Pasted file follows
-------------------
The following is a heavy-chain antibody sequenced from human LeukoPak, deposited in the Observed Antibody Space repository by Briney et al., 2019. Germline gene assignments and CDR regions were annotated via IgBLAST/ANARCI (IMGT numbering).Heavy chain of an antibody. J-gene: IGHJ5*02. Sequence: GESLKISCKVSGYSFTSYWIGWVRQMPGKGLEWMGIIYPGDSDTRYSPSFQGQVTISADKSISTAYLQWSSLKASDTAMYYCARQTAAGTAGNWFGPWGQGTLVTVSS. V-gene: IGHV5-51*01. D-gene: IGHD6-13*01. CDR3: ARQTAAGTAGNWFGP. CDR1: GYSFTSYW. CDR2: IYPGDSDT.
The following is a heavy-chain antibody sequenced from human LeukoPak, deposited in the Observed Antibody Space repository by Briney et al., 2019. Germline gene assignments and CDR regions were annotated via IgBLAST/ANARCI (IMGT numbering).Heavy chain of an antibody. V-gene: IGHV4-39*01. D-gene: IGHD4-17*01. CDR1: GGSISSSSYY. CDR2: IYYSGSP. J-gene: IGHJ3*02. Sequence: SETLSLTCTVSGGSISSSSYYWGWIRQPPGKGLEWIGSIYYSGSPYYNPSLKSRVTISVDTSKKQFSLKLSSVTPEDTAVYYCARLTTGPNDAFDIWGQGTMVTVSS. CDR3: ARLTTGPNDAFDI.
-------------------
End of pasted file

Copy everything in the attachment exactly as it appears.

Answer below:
The following is a heavy-chain antibody sequenced from human LeukoPak, deposited in the Observed Antibody Space repository by Briney et al., 2019. Germline gene assignments and CDR regions were annotated via IgBLAST/ANARCI (IMGT numbering).Heavy chain of an antibody. J-gene: IGHJ5*02. Sequence: GESLKISCKVSGYSFTSYWIGWVRQMPGKGLEWMGIIYPGDSDTRYSPSFQGQVTISADKSISTAYLQWSSLKASDTAMYYCARQTAAGTAGNWFGPWGQGTLVTVSS. V-gene: IGHV5-51*01. D-gene: IGHD6-13*01. CDR3: ARQTAAGTAGNWFGP. CDR1: GYSFTSYW. CDR2: IYPGDSDT.
The following is a heavy-chain antibody sequenced from human LeukoPak, deposited in the Observed Antibody Space repository by Briney et al., 2019. Germline gene assignments and CDR regions were annotated via IgBLAST/ANARCI (IMGT numbering).Heavy chain of an antibody. V-gene: IGHV4-39*01. D-gene: IGHD4-17*01. CDR1: GGSISSSSYY. CDR2: IYYSGSP. J-gene: IGHJ3*02. Sequence: SETLSLTCTVSGGSISSSSYYWGWIRQPPGKGLEWIGSIYYSGSPYYNPSLKSRVTISVDTSKKQFSLKLSSVTPEDTAVYYCARLTTGPNDAFDIWGQGTMVTVSS. CDR3: ARLTTGPNDAFDI.